Mass closure of courses at London Met is a violation of human rights
Article 26 of the Universal Declaration of Human Rights states: ‘Everyone has the right to Education’ and ‘Higher education shall be equally accessible to all on the basis of merit.’ At London Metropolitan University, where Vice Chancellor Michael Gillies plans to summarily close 70 per cent of its courses, these rights are being grossly violated.
Of major significance in relation to the planned closures is the fact that London Met provides higher education to a large proportion of students from poorer backgrounds and minority ethnic communities.
In fact, people from poorer communities account for 57 per cent of the student population, making it the top university in the country for widening participation in higher education. In addition, more students from black communities attend London Met than all of the Russell Group universities put together.
The fact that the majority of courses affected are in subjects such as history, philosophy and modern languages will have far-reaching consequences for young people from poorer and minority ethnic backgrounds in terms of the accessibility of higher education in the arts and humanities.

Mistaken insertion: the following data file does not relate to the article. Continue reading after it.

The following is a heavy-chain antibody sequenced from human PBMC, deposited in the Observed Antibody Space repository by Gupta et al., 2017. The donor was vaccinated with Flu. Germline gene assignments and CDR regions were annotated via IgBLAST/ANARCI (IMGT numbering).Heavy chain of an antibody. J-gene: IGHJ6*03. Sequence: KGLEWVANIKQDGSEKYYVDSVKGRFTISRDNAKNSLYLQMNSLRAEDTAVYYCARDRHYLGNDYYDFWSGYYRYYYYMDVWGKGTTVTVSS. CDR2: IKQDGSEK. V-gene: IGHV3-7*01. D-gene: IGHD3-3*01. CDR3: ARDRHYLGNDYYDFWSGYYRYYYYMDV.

In short, London Met is in violation of Article 26 of the Universal Declaration of Human Rights.
As a London Met alumnus, I am in full support of the student’s sit-in at the university and think that there should be much wider support, since so much is at stake.
Professor Gillies, who it has been argued did not engage in a full consultation about the planned closures, has it seems, fully embraced the Government’s plans to scale down higher education in the arts and humanities and leave the higher education system to market forces.
This is a mistake of immense proportions.
Higher education, as a human right, is in the public interest and belongs within the realm of the public sector. Education should not be treated as a commodity – as the history of the mass media both in the US and UK, has shown us that when market forces prevail, this results in an undemocratic system that fails to serves the needs of all members of society and lower standards as consumerisation and commercialisation spin out of control.
The coalition government appears to have abandoned the widening participation agenda, demonstrating that it does not support the principle of social mobility and is prepared to sell the aspirations of young people from poor and minority ethnic communities down the river – and London Met is the first, but will probably not the last, to jump aboard its ship.
The Right to Equal Access to Higher Education should not be taken lightly and London Met’s actions in attempting to violate these rights should be challenged not just by students through protests but via legal channels.